Day 156: one or the other

What is a duck-rabbit hole?

I think of the duck-rabbit hole, like the duck-rabbit itself, as shifting depending on how you squint at it. From some angles it’s a cavernous hollow, fit for burrowing into; from others, it’s a gleaming surface, perfect for floating on.

If the phrase “down the rabbit hole” suggests passage into an obscure subworld, in a duck-rabbit hole that passage is always forked. And whichever path you go down leads to yet another forking.

I say this more in weariness than in wonder.

I wrote in my last post that, in the course of looking up “lights” in the OED, I discovered that the phrase “the living daylights” is a corruption of “liver and lights.”

It is true that this is what I thought I discovered; when I read “to scare the (liver and lights) out of (someone)” listed as a colloquial phrase under the OED definition for lights meaning lungs, I was struck by its similarity to the colloquial phrase “to beat (also scare, etc.) the (living) daylights (also daylight) out of” someone. The gestalt symmetry of the phrases arrested me; and it was the internal likeness between the phrases that persuaded me they were related more than any external evidence.

But after looking a little longer, the gestalt switched, in duck-rabbit fashion. Or, I could say, the path forked. There are several sources that do indeed argue that “living daylights” is a corruption of “liver and lights.” But, the OED argues that the phrase “living daylights” actually derives from the eighteenth-century use of “daylights” to refer to a person’s eyes (“also occasionally: the nostrils”); it cites Henry Fielding’s novel Amelia (1752) as providing the first recorded expression of the phrase to darken a person’s daylights meaning to give someone a black eye (“If the Lady says such another Word to me .. I’ll darken her Daylights.”) “Living” is a general intensifier, said to be an American turn of the century usage.

Both explanations (deriving “living daylights” from “daylights” or from “liver and lights”) require a conjectural leap. The expressions “scare the liver and lights” and “scare the daylights” are both current in the 19th century. Although the first usage the OED cites of “living daylights” is from 1955, a search on Google books shows a few late nineteenth century instances. The point is: there’s no linguistic smoking gun either way to tell us definitively whether the “lights” being scared or beaten out of us are in our eyes or in our chest. (Or both! It’s possible, given that both expressions were current at the same time, that they merged.)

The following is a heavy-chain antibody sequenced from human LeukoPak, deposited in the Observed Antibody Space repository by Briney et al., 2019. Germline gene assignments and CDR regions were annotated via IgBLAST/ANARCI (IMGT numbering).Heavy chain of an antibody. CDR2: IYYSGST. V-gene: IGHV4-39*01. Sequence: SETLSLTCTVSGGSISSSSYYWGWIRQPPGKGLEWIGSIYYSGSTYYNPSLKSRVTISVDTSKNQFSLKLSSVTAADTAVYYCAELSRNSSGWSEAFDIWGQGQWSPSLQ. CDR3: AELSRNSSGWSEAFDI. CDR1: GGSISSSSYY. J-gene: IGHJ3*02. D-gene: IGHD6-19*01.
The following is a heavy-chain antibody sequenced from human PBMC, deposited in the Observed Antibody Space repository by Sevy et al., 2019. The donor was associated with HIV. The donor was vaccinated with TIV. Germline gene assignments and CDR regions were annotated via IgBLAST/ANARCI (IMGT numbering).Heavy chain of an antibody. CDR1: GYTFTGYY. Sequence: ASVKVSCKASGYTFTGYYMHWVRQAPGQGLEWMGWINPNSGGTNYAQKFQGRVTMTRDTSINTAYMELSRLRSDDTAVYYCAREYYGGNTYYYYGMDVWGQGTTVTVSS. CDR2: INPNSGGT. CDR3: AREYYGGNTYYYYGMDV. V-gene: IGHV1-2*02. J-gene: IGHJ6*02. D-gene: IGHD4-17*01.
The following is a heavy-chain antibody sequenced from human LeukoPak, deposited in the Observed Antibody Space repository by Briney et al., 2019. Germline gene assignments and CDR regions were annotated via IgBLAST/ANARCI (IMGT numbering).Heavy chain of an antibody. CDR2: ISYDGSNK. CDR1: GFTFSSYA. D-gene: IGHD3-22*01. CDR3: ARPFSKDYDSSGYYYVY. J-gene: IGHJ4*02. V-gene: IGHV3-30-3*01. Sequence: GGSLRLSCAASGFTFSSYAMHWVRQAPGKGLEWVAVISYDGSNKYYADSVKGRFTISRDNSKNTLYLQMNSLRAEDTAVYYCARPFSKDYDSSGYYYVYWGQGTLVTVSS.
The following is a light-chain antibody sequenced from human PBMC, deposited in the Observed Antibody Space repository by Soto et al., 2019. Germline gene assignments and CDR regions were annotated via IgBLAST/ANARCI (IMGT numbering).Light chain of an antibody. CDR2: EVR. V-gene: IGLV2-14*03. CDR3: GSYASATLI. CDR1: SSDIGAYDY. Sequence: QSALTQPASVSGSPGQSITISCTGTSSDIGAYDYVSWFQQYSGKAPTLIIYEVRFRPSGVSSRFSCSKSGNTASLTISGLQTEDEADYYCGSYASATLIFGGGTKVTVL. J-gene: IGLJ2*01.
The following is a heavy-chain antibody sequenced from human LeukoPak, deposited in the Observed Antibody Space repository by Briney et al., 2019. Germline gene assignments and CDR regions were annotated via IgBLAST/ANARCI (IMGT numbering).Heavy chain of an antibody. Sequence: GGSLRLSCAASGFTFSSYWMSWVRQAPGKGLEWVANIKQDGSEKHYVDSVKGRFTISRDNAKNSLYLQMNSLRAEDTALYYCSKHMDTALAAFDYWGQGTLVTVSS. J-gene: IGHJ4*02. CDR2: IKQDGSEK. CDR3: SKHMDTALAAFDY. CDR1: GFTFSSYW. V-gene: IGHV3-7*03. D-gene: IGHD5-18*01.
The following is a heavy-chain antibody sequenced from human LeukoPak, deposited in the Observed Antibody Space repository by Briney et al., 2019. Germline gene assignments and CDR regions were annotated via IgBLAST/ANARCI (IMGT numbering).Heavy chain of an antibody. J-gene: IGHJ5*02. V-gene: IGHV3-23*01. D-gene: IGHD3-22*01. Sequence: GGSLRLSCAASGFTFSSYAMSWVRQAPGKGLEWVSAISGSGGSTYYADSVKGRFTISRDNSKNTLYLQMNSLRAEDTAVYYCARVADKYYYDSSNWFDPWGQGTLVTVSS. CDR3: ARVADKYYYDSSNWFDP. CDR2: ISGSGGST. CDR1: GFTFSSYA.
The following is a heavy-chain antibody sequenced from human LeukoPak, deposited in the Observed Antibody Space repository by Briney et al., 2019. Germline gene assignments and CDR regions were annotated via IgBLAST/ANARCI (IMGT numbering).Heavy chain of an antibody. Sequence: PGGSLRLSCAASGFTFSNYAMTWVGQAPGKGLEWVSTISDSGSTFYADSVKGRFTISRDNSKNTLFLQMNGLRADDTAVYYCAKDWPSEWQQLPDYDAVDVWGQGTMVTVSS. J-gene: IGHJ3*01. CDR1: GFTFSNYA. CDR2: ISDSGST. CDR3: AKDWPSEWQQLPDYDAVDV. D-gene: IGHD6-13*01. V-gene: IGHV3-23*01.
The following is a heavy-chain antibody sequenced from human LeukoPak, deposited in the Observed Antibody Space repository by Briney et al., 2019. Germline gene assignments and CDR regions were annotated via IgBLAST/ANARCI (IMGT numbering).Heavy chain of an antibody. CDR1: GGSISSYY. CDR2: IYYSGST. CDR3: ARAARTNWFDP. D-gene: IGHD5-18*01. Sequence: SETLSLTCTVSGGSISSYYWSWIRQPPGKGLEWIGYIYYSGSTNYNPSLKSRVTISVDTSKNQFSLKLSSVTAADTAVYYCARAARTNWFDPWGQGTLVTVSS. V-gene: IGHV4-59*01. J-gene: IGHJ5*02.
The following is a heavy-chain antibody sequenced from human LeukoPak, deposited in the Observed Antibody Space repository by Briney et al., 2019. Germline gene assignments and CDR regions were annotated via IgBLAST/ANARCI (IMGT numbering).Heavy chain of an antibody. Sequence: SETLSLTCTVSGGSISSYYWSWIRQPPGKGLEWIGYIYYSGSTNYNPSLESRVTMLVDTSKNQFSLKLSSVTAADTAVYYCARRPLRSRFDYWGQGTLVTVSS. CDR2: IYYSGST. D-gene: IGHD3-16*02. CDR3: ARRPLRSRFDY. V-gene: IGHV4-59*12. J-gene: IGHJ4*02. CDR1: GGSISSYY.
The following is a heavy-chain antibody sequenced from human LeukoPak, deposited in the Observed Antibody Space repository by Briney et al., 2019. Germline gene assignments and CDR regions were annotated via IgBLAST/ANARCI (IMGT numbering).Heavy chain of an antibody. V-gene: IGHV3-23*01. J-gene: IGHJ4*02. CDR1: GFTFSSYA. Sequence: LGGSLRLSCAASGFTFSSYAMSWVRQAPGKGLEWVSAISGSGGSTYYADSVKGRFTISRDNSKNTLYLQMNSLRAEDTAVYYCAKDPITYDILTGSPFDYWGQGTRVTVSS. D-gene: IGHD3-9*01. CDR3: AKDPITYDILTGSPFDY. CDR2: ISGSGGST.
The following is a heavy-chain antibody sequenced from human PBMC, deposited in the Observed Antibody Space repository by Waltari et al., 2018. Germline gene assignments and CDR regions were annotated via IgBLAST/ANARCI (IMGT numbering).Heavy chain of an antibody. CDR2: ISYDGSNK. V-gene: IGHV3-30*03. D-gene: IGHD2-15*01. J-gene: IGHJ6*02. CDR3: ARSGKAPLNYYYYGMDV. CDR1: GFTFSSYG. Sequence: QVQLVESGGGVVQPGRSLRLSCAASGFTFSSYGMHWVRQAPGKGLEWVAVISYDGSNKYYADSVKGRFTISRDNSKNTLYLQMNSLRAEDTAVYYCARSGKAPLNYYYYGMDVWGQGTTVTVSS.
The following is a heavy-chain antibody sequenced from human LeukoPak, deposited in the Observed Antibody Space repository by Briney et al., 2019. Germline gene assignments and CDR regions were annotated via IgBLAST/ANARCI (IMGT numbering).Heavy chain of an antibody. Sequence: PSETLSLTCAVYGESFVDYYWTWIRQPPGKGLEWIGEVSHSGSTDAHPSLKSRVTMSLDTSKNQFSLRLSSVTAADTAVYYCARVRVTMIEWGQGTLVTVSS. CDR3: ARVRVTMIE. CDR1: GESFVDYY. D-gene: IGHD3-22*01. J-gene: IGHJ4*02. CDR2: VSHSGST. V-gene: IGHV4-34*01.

This indeterminacy is difficult for the mind (well, my mind) to accept.

My quickness to leap to the conclusion that “living daylights” is a corruption of “liver and lights” is yet another case of “lights for cats” in the sense (my own, willful sense) of chasing a delusive gleam.

It’s yet another humbling reminder of how difficult it is to fully accept language’s contingency. Even in the immediate wake of having re-learned afresh what is after all common knowledge—that light refers to both buoyancy and luminosity—I somehow couldn’t hold both meanings in my mind at once. Having originally reflexively read “lights” in Barthes’s essay as meaning luminosity, in my exuberance upon discovering it also meant lungs, I simply switched to reflexively privileging the new meaning. It turns out to be as tricky to toggle rapidly between lungs and lights as between duck and rabbit.

I recently read Toril Moi’s new book Revolution of the Ordinary. It’s been a long time since I read a scholarly monograph from cover to cover for the sheer pleasure of it. The fact that I did so in this case is a testament to Moi’s prose (OK, also maybe to the concentrating effects of Adderall), which is luminously clear. The book is about the relationship between ordinary language philosophy—especially Wittgenstein as read through Stanley Cavell—and literary criticism.

After reading Moi’s book, my thoughts turned naturally to Cavell in trying to think more about the kind of literary criticism ordinary language philosophy might encourage, and I found myself browsing through his book Pursuits of Happiness: the Hollywood Comedy of Remarriage. This passage from Cavell’s Introduction speaks to the way that, in my thinking about “lights,” brightness first eclipsed airiness, and then airiness brightness, in quick succession:

“… what he [Wittgenstein] calls ‘seeing an aspect’ is the form of interpretation: it is seeing something as something. Two conditions hold of a case in which the concept of ‘seeing as’ is correctly employed. There must be a competing way of seeing the phenomenon in question, something else to see it as (in Wittgenstein’s most famous case, that of the Gestalt figure of the ‘duck-rabbit,’ it may be seen as a duck or a rabbit); and a given person may not be able to see it both ways, in which case it will not be true for him that he sees it (that is, sees a duck or sees a rabbit) as anything (though it will be true to say of him, if said by us who see both possibilities, that he sees it as one or the other). And one aspect dawns not just as a way of seeing but as a way of seeing something now, a way that eclipses some other, definite way in which one can oneself see the ‘same’ thing” (Pursuits of Happiness, 36).


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